Sitting a Philosophy Exam
Advice from Adam Rieger:
1. Aim for clarity. Do not try to be flowery, or literary, or sophisticated. Never worry that what you are writing seems too simple. Reason in small steps.
2. Answer the question. Maybe you have a prepared answer on the topic, but you must show how what you are writing is relevant to the question as actually posed. Read the question carefully.
3. Justify your claims. In philosophy you are not generally judged on whether or not what you say is true. (There's not enough agreement to make this practical.) Rather you are judged on how well you argue for whatever you do say. So never worry that what you say is controversial, disagrees with the lecturer, etc. But make sure that you have reasons for your conclusions, and state them as clearly as possible.
4. Be honest. Very often you'll be defending some position, and you'll know there's a strong objection to it. Don't be afraid of explaining the objection, even if you're not sure you have a decisive answer to it. Doing philosophy is not like arguing a case in a law court. It's better to be honest, rather than merely assembling what looks like the strongest possible case for one side by omitting all the awkward arguments.
5. Show you've done some work. It's a very good idea to make it clear that you've been attending the lectures and/or doing some of the recommended reading. Demonstrate that you've understood the main ideas presented in the course. Launching off with your own ideas is dangerous as (i) the ideas may not be as good as you think (it's not easy to produce good original philosophy under exam conditions) and (ii) even if what you produce is actually brilliant, it's possible the examiner (who may be tired, and will have a lot of scripts to mark) won't realise. (The examiner is more likely to have a high opinion of your own ideas if you've already won his/her confidence by a clear exposition of some of the standard views on the topic.)
Having said that, you should not be reluctant to use any original arguments or ideas which occur to you. You will get credit for any original thought, but it's not necessary to be original to get a good mark, and you shouldn't strive for originality for its own sake.
6. Don't be too superficial. Sometimes there will be many arguments you want to consider: in a short essay you are probably better off treating a small number in some depth, rather than giving a very brief account of all of them.
7. Revise carefully. Here’s a suggestion for how to revise: make summaries of the courses, as concisely as possible, which do this: (i) define the main ideas and (ii) give the main arguments for and against each position.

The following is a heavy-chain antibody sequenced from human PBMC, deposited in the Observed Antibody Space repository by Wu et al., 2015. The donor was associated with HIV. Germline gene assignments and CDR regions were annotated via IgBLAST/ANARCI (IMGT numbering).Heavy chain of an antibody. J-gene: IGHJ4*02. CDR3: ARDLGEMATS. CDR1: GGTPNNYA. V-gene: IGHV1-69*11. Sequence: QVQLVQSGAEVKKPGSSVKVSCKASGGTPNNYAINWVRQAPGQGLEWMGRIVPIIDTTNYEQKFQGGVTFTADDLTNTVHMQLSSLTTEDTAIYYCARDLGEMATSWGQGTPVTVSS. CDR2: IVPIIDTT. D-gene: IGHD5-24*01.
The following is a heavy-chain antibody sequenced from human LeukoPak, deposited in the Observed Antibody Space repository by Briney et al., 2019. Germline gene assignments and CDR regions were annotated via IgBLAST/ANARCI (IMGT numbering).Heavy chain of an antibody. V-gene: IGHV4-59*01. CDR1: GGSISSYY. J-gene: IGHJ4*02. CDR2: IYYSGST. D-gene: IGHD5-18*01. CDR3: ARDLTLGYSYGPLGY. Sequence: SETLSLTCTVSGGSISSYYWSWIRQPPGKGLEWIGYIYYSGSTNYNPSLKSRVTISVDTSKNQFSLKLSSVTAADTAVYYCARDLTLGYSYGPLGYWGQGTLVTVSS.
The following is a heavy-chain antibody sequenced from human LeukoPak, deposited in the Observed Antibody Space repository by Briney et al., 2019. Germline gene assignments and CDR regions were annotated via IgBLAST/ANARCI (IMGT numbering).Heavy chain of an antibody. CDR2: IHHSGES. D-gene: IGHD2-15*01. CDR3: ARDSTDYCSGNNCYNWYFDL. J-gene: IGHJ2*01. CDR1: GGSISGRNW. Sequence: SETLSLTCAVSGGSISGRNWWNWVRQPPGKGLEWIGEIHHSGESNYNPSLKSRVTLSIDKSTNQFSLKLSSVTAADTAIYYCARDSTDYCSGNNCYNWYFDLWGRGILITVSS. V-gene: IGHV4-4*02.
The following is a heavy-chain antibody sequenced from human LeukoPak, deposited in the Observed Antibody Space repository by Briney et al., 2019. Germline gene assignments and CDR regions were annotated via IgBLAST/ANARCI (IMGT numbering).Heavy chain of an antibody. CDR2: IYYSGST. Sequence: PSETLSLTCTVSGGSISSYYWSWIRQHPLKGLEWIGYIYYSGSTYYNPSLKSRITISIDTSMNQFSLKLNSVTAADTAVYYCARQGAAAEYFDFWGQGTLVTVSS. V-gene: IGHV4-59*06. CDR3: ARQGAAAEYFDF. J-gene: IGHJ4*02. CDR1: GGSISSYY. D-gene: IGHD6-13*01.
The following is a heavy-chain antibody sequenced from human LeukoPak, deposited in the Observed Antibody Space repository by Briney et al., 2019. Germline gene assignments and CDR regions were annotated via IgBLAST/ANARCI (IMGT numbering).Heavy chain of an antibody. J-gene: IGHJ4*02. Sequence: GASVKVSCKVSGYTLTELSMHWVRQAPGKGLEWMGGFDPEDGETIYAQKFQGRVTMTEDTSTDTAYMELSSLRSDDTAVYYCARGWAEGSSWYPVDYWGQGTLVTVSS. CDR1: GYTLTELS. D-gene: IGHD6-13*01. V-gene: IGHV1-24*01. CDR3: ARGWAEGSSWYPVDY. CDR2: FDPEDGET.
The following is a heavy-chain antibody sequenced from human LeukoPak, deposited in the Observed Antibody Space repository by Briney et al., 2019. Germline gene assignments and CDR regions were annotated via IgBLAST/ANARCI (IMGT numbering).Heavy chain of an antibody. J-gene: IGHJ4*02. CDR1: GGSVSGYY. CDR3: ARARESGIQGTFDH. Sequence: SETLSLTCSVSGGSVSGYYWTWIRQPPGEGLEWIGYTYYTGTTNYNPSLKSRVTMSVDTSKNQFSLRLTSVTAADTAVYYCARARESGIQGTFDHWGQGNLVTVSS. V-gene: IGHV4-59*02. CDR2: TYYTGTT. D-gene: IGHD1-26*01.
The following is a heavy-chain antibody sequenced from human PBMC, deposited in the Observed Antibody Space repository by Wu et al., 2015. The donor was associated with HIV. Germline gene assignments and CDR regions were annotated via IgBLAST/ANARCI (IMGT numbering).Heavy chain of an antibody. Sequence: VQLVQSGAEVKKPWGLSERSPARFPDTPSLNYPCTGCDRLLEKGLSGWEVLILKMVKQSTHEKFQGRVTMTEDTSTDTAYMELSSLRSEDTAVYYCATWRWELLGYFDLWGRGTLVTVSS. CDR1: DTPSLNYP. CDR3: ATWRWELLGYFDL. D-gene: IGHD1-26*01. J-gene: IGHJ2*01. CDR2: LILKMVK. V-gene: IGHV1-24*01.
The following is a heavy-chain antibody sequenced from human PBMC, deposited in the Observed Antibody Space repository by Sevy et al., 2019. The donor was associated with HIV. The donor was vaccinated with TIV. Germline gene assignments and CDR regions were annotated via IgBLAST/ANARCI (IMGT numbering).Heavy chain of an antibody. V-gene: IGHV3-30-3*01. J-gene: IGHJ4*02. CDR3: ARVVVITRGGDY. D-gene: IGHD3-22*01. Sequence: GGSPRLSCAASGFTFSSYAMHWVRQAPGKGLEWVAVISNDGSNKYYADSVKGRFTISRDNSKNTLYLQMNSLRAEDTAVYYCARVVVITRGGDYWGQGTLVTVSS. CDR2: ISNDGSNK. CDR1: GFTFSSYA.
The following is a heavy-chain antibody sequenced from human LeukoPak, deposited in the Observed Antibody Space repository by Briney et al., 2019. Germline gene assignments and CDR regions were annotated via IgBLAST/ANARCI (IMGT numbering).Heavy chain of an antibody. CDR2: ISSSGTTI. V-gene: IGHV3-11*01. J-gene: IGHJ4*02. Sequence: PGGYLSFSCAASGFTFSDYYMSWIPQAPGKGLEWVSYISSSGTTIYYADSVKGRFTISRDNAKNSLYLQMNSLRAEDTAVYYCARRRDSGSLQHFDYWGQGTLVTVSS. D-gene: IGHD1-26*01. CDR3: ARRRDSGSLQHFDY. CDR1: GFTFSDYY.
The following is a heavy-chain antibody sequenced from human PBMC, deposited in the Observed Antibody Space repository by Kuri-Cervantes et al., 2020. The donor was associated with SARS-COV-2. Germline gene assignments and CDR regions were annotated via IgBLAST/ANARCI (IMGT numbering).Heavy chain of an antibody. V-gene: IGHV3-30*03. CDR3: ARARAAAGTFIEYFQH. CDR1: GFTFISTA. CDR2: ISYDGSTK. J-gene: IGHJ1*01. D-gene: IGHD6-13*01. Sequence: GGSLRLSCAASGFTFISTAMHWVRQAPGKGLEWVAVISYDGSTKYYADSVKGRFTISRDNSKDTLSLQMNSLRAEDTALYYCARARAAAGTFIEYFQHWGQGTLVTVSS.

Further advice from David Bain can be found here.
Q: I have been accused of plagiarism. What will happen?
A: If you are a non-Honours undergraduate student and this is the first allegation against you, you will normally be asked to meet with your Head of School or his/her nominee to discuss the matter. You will receive a copy of your work with the suspected plagiarism highlighted, together with the original source of the work. You will be able to take a supporter with you to the meeting and you will be asked to explain what has happened, and to advise of any extenuating circumstances. Someone from the School will be present to take notes. The Head of School will decide whether plagiarism has occurred and, if so, what the penalty will be. You will be told of the outcome at the meeting and will receive it in writing within a week. Possible penalties might be a reduction in your mark, or a Grade H for the work. The Head of School will decide whether or not a resubmission will be allowed.
If you are an Honours or postgraduate student, or you have been found guilty of plagiarism on a previous occasion, the same procedure will apply but the meeting will be with two Senate Assessors for Student Conduct and a member of the Senate Office will take notes.
Possible penalties you might receive include a reprimand (or severe reprimand), a grade reduction, a grade of H, capping or withdrawal of a resubmission opportunity, or refusal of credit.
Regardless of whether you are interviewed within the School or by the Senate Assessors, you will have the right to appeal against the penalty and your letter will explain how to do this and on what grounds you may appeal.
We strongly encourage you to seek advice and support from the Students’ Representative Council as soon as you are notified about an alleged offence. The SRC advisors have a good deal of experience in dealing with such cases.